The “Fort Apollonia Museum of the Nzema culture and history” is housed in the ancient Fort Apollonia, founded by the British between 1765 and 1771 located at Beyin in the Jomoro District. Fort Apollonia was the last fort to have been built along the Gold Coast. After many years of neglect the fort has been restored with funds of the Italian Ministry of Foreign Affairs, and is now the home of an eco-museum dedicated to Osagyefo Dr. Kwame Nkrumah, the first president of Ghana and the most important figure to come from the Nzema area.
The objective of the Museum of Nzema Culture and History are:
- to represent a cultural, historical and symbolic reference for the identity of the local population and the preservation of its culture and language, in order to provide to future generations the means for empowerment of their culture;
- to promote the knowledge and the safeguarding of the territory and develop a better awareness within the community of its strategic importance, through a network of eco-touristic trails within the Amanzule wetlands and specific environmental educational programs;
- to be a place where scholars of the Italian Ethnological Mission to Ghana (IEMG), who have since 1954 been carrying out their ethnographic and historical research on the Nzema culture, can now share with the Nzema society the results of their studies and the outcome of their encounters with the local people.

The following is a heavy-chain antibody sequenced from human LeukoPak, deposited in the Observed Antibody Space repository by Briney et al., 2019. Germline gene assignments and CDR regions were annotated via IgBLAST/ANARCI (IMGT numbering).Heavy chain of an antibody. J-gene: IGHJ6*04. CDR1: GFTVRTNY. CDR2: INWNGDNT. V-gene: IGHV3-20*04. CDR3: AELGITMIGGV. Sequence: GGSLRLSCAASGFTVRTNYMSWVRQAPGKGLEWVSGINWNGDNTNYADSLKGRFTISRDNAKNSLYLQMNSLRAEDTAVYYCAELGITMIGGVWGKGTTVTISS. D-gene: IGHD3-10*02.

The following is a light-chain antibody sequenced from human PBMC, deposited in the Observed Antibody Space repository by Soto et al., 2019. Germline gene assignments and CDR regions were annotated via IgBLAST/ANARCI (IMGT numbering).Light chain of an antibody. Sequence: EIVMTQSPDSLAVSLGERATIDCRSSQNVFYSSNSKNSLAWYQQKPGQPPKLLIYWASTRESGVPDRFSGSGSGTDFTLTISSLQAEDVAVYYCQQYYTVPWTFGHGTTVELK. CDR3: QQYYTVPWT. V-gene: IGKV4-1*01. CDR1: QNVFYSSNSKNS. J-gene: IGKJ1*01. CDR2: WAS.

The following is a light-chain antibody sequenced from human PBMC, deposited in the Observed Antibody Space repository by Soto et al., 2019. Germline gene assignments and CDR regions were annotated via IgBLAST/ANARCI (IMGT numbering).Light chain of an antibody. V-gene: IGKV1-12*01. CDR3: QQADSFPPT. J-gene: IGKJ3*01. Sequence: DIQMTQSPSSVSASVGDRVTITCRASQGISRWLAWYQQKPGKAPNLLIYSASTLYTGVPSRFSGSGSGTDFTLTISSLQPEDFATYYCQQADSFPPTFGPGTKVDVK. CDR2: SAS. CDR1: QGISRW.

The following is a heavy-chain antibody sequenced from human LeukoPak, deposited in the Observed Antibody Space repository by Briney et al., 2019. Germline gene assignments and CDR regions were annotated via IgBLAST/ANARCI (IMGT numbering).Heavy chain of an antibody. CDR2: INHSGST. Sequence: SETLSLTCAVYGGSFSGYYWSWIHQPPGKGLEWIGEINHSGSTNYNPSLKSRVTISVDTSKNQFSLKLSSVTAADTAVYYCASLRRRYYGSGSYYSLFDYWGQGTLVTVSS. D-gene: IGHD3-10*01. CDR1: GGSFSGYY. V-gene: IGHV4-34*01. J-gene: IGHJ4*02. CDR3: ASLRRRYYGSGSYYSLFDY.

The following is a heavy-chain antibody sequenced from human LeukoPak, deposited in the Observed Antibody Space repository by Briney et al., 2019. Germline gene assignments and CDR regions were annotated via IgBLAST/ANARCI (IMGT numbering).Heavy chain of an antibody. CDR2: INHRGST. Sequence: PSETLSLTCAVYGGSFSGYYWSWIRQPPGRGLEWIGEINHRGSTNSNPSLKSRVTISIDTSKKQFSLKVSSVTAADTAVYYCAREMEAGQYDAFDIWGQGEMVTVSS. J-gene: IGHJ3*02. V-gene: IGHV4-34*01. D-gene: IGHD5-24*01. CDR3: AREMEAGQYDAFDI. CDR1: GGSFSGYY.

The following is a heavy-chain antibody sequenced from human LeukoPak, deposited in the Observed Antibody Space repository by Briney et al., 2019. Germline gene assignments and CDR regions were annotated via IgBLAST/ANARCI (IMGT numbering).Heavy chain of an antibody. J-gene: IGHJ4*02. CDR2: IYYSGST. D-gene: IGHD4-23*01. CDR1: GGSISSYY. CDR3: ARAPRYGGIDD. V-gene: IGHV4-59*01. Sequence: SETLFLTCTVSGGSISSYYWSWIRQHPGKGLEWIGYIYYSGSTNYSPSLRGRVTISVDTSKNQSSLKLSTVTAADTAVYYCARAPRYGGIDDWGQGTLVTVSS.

The eco-museum, whose concept was developed by the French George Henri Rivière and Hugues de Varine, is a dynamic way for local people to preserve, interpret, and manage their heritage by constantly communicating with the territory they live in.
Fort Apollonia eco-museum and resource centre, being the first of its type in Ghana, offers to visitors what Nzema chiefs, students, artisans, drummers and dancers, researchers are putting together to represent what they are and what they do. It tells the histories inherited from past generations and picture the present to bestow for the benefit of future generations.
Exhibits invites visitors to learn about the Nzema heritage by interacting with contents, topics, and the interpretation of them in a combination of texts reading, objects touching, smelling and hearing. Among them is a display of emblems of the various clans, traditional festival, traditional treatments of disease, Amansuri eco-system and different shades of traditional talking drums.
The Fort intends not only to display heritage, but also to serve as a conservation education centre for educational activities, arts and crafts production, temporary exhibitions, art performances etc. A variety of educational activities are organised in the museum resource centre. They include workshops for viewing and creating art and for playing with shapes as well as programs in which adults can participate along with their children. Through these programs, the museum transcends its role as a place for experiencing artworks, traditional dressing/hair styles, games, drumming/dancing, traditional medicine, and becomes a place for free self-expression and exchange with other participants.
The eco-museum in Fort Apollonia was executed with local artisans using local materials and symbols to enable it be in harmony with the Amansuri environment.
The project was implemented by the Italian NGO COSPE (Cooperation for the Development of Emerging Countries), in collaboration with the University of Rome “La Sapienza”, Ghana Museums and Monuments Board, Ghana Wildlife Society, Centre for National Culture, Ghana Tourist Board, Western and Eastern Nzema Traditional Councils, Jomoro and Ellembele District Assemblies and SNV (Netherlands Development Organisation
Opening hours are between 8.30 am and 5.00pm daily.